Like an eel slapped with a plank, The Long Blondes had me stunned. Almost literally. My reactions to the Sheffield quintet have been criminally delayed.
As long ago as 2003, mutual friends were raving about them, so I investigated "Autonomy Boy", their contribution to the Angular Recordings compilation, agreed it was decent enough, but subsequent scowling photo sessions gave the impression of disapproving fun-haters (about which, I couldn't have been more wrong). Even as recently as last August's Reading Festival, admittedly at a moment when my platform shoes were killing my feet, I had them marked down as a second-rate British answer to the Yeah Yeah Yeahs.
Then I heard their debut album, and realised that The Long Blondes had become the band that the Yeah Yeah Yeahs never quite managed to. Someone to Drive You Home was that peculiar paradox: an instant slow-burner. I knew immediately that this was a record which would grow and grow.
In the flesh, they're even more impressive. Hand on hotpanted hip, neckerchief tight, it's easy to see why Kate Jackson has become something of a fashion icon without being a mere clothes horse - combining the voice of Chrissie Hynde with the discreet sauciness (and indeed the hairstyle) of Play School presenter Carol Chell.
Like The Smiths in the Eighties and Pulp in the Nineties, at the moment of their emergence The Long Blondes are led by a singer who is already of a certain age and already has stories to tell and perspectives to share - as lines such as "Out on the doorstep, lip burst and bleeding/Well, that was a crash course for me" attest. This immediately sets them apart from the monosyllabic indie rock herd of Twangs and Kooks and Views.
How old is Kate Jackson? Well, she doesn't have bingo wings or anything, but the internet says 30 going on 31. Old enough, anyway, to be somewhat fixated retrospectively with her teenage diaries, and to be able to act the sassy older sister figure on the anthemic "Once and Never Again" ("19? You're only 19 for God's sake! You don't need a boyfriend!"), like Rizzo teaching Sandra Dee how to smoke.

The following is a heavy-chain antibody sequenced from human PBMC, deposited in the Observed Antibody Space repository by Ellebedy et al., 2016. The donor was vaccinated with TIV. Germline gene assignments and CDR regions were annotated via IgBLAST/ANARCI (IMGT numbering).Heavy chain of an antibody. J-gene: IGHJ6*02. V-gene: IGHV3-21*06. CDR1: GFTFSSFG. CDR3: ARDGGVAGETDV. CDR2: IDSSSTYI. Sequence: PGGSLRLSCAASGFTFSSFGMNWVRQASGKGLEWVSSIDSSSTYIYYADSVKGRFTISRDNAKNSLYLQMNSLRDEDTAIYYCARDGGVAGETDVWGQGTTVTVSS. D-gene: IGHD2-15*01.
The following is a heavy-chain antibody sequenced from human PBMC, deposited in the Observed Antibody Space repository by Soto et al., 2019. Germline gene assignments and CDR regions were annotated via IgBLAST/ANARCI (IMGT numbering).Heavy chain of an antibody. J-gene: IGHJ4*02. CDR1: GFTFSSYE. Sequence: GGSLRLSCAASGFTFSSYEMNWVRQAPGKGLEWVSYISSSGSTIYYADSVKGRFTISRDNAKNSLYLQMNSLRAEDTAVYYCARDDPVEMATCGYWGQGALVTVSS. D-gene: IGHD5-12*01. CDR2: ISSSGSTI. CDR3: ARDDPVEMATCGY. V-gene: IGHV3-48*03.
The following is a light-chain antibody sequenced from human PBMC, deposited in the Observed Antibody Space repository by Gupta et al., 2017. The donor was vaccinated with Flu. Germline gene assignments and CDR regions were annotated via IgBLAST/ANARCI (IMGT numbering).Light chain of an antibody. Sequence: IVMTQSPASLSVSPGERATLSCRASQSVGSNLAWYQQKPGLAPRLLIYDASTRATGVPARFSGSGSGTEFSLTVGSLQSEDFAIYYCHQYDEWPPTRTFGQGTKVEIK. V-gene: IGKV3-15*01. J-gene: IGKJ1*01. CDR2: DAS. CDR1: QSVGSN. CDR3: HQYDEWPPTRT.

The Smiths/Pulp comparisons go beyond the frontperson. The Long Blondes' producer is Pulp guitarist Steve Mackey, and the aforementioned "Once and Never Again" is hugely reminiscent of The Smiths' "This Charming Man". Then there's the Jarvis Cockerish vocal of Dorian Cox on the duet "You Could Have Both" (he: "It's like I've painted myself into a social corner", she: "Well, that's what happens when you listen to Saint Scott Walker on headphones on the bus" - ouch).
That song is just one example of The Long Blondes' penchant for breaking down the traditional lead-singer monologue, and just one example of their cultural referentialism. Names like Edie Sedgwick and Anna Karenina are thrown about with abandon, and on "Fulwood Babylon", Jackson sings "Girls fantasise on school trips to galleries/Of men who don't meet their parents' expectations/Who want to introduce them to illicit Russ Meyer films/And dance 'til dawn to old Kinks records."
If my hunch is right, and The Long Blondes are en route to becoming one of the most important British bands of our time, it won't be long until they cease being the namedroppers, and start being a cultural reference point themselves.
Patrick Wolf has got balls. We know this for two reasons. First of all, in the world of singer-songwriters it's compulsory to either wear brown or sound as though you're wearing brown - a rule which Wolf, looking tonight like Paul Kaye playing a camp pirate, breaks with gay abandon. Secondly, we know he has balls because we can see them. The way in which those gold Lurex pantaloons billow and swing in time with his meat and two veg elicits screams from the fangirls who like their boys emaciated and emotional.
Such wardrobe problems are trifling concerns for a man who, at the age of 14, was already performing with Leigh Bowery art-shock band Minty. Wolf positively revels in his nonchalanty ambiguous sexuality, parading about the stage in a lamé cape bearing an artist's impression of the Brighton seafront.
His visual appeal is only half the reason why Wolf is causing such excitement right now. With his third album, The Magic Position, Patrick Wolf - still only 23 - has made the record he's been threatening to make ever since his debut Lycanthropy. His folktronica style (there aren't many gigs where you'll see an iBook next to a harpsichord) has been harnessed to achingly beautiful pop tunes, so that first-album highlights such as "Boy Like Me" actually pale next to newies like "Augustine", the Marianne Faithfull duet "Magpie" (sadly, she's present only in disembodied sample form tonight), and the Dexys stomp of the title track.
It's before "The Childcatcher", aptly enough, that Wolf tells the story of a recent under-18s concert where, to rile a troublesome bouncer, he provocatively announced "I'm feeling really horny" and tried to lure him up on-stage. A journalist got the wrong end of the stick and wrote the incident up as though Patrick Wolf was some sort of indie Gary Glitter.
Never mind Gary Glitter: once upon a time, a boy like Wolf would have been run out of most towns by angry villagers with flaming torches.
Not, admittedly, a town like Brighton.Reuse content